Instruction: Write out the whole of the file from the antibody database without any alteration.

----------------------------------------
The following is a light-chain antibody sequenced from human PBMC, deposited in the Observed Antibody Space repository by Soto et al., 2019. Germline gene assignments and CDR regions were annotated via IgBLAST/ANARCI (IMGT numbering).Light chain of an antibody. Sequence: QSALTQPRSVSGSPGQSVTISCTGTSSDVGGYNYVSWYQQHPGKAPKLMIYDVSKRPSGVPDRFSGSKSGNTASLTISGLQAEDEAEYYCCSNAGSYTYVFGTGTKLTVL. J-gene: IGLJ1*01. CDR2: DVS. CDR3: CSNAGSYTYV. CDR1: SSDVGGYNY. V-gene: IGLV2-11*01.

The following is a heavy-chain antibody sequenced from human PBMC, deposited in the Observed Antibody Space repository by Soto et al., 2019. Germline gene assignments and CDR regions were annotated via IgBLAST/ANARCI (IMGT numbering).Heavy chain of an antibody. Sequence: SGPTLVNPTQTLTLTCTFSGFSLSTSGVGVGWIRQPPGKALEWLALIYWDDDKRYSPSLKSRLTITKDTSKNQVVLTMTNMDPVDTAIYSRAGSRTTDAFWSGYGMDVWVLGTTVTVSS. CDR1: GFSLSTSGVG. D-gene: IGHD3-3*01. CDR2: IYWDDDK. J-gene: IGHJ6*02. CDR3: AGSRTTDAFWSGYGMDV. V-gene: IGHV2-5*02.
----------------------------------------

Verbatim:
The following is a light-chain antibody sequenced from human PBMC, deposited in the Observed Antibody Space repository by Soto et al., 2019. Germline gene assignments and CDR regions were annotated via IgBLAST/ANARCI (IMGT numbering).Light chain of an antibody. Sequence: QSALTQPRSVSGSPGQSVTISCTGTSSDVGGYNYVSWYQQHPGKAPKLMIYDVSKRPSGVPDRFSGSKSGNTASLTISGLQAEDEAEYYCCSNAGSYTYVFGTGTKLTVL. J-gene: IGLJ1*01. CDR2: DVS. CDR3: CSNAGSYTYV. CDR1: SSDVGGYNY. V-gene: IGLV2-11*01.

The following is a heavy-chain antibody sequenced from human PBMC, deposited in the Observed Antibody Space repository by Soto et al., 2019. Germline gene assignments and CDR regions were annotated via IgBLAST/ANARCI (IMGT numbering).Heavy chain of an antibody. Sequence: SGPTLVNPTQTLTLTCTFSGFSLSTSGVGVGWIRQPPGKALEWLALIYWDDDKRYSPSLKSRLTITKDTSKNQVVLTMTNMDPVDTAIYSRAGSRTTDAFWSGYGMDVWVLGTTVTVSS. CDR1: GFSLSTSGVG. D-gene: IGHD3-3*01. CDR2: IYWDDDK. J-gene: IGHJ6*02. CDR3: AGSRTTDAFWSGYGMDV. V-gene: IGHV2-5*02.